What to Do During an Outage

Outages can happen at any time of year. Here are some tips to help you cope, whatever the season: 

  • Unplug appliances and electronics to help avoid a power surge when electricity is restored. 
  • Use flashlights. Candles can be a fire hazard. If you must use candles, place them in a non-combustible container away from drapes and carpet. 
  • Leave the doors of your refrigerator and freezer closed as much as possible. Food in freezers will keep for 24 to 48 hours without power. Food in refrigerators will keep for up to 4 hours if the door is kept shut. If you must eat food that was refrigerated or frozen, check it carefully for signs of spoilage 
  • Use barbecues and camp stoves outdoors only. 
  • Locate and keep handy your non-cordless phone that works during a power interruption. 
  • Listen for radio updates. 
  • Check on your neighbours - working together can save lives. 
  • If your garage door is stuck closed, pull the emergency release cord that hangs from most door openers, and then raise the door by hand. 

Using Generators: 

  • Do not run a generator inside a home or garage. Exhaust fumes could lead to carbon monoxide poisoning if they are not properly vented. 
  • If you use a generator, plug appliances directly into the outlets on the generator. 
  • Do not connect a generator to a home's electrical panel or outlet. 
  • Only a licensed electrician should connect a generator to your home's electrical panel. Generators that are incorrectly connected to the power grid could present a safety hazard to utility workers and a potential technical risk to the distribution network and neighbouring customers. 

Heating/Cooking and Carbon Monoxide: 

  • Carbon monoxide is a colourless, odourless, tasteless gas that can be deadly. 
  • Devices that burn fuel require oxygen to burn properly and ventilation to remove the deadly products of combustion. 
  • Any device fuelled by natural gas, propane, heating oil, kerosene, coal, charcoal, gasoline or wood will produce carbon monoxide. Do not use these devices in enclosed spaces (such as your home.)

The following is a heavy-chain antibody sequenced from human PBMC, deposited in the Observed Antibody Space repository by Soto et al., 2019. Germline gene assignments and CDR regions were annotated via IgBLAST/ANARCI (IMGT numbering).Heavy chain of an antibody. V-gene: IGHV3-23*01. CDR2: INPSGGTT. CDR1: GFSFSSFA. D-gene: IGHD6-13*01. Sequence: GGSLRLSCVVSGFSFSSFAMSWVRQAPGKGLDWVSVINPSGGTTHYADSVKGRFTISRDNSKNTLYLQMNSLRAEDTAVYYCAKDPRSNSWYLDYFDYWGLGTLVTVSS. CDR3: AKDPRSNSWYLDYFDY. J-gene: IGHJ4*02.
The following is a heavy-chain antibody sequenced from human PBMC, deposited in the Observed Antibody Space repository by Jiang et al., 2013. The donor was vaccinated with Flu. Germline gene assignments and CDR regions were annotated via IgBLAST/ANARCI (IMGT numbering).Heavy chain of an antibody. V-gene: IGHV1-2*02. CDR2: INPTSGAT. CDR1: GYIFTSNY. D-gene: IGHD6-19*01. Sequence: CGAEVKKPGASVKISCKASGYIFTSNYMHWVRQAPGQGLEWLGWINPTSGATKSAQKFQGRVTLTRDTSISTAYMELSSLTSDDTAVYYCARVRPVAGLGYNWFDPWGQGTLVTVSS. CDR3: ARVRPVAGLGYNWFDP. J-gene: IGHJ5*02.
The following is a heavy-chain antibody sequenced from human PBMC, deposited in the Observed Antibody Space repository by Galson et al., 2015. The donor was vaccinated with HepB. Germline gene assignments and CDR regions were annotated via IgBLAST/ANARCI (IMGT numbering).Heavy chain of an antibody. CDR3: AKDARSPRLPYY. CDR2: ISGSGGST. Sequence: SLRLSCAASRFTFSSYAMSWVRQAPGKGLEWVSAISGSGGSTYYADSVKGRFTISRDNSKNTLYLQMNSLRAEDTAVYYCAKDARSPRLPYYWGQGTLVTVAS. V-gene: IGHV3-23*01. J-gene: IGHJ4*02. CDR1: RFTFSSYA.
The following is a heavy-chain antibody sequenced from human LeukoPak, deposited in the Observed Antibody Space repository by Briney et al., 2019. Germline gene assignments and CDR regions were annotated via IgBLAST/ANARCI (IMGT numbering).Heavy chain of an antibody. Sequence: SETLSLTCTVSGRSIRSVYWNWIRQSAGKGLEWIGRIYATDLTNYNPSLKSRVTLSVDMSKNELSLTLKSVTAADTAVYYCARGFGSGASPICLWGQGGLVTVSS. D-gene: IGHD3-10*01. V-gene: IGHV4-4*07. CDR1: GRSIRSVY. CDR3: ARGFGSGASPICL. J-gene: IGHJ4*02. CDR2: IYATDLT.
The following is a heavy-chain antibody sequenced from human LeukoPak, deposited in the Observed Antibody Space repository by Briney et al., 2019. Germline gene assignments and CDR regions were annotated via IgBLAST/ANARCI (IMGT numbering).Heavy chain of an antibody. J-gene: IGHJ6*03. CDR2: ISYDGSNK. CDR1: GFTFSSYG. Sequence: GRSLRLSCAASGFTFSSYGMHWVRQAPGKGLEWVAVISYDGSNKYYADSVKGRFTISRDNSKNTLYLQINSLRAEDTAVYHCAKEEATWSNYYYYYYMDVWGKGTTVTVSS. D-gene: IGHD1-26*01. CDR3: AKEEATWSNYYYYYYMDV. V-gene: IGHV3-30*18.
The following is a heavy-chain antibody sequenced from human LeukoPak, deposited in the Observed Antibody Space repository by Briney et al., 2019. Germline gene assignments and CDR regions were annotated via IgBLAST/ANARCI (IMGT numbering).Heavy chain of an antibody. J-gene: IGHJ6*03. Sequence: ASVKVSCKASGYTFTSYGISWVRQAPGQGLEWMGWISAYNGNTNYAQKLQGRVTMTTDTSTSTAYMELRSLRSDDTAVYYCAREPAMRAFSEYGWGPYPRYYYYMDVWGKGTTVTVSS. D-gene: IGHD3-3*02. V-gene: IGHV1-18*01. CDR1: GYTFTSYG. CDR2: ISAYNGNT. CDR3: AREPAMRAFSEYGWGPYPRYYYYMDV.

Extended Outages in Summer: 

If a power outage is expected to last for some time during the summer: 

  • Take steps to remain cool. 
  • Move to the lowest level of your home, as cool air falls. 
  • Wear lightweight, light coloured clothing. 
  • Drink plenty of water, even if you do not feel thirsty. 
  • Consider going to a movie theatre, shopping mall, or "cooling shelter" that may be opened in your community. 
  • Remember to provide plenty of fresh, cool water for your pets. 

Extended Outages in Winter: 

When a building's heating system is inoperative it may cause freezing of the following: 

  • water supplies 
  • sanitary systems 
  • fire sprinklers 
  • standpipe hose systems 
  • portable fire extinguishers 

If a power outage is expected to last for some time during the winter: 

  • If the power remains off for more than one day and the temperature is below zero, store perishable food in a cooler in an unheated garage or balcony. 
  • If you use a fireplace for heat, check chimneys for creosote buildup or debris. Do not leave the fire unattended for long periods of time. 
  • Close room doors to keep heat in a confined area. 
  • Shut off power to the water heater. 
  • Shut off water at the main valve (usually found in the basement near the water meter). 
  • Open taps to drain the pipes. Leave the taps open. 
  • Flush toilets to empty them. 
  • Drain appliances such as dishwashers and washing machines. 
  • In the event of a severe ice storm, stay in your home for as long as you are safe, warm and can feed yourself. 
  • Wear extra layers of warm clothing. 
  • Never burn charcoal for heating or cooking indoors. 
  • Never use your gas oven as a source of heat. 
  • During extended outages, plan to go to another location (relative, friend, or public facility) that has heat to keep warm.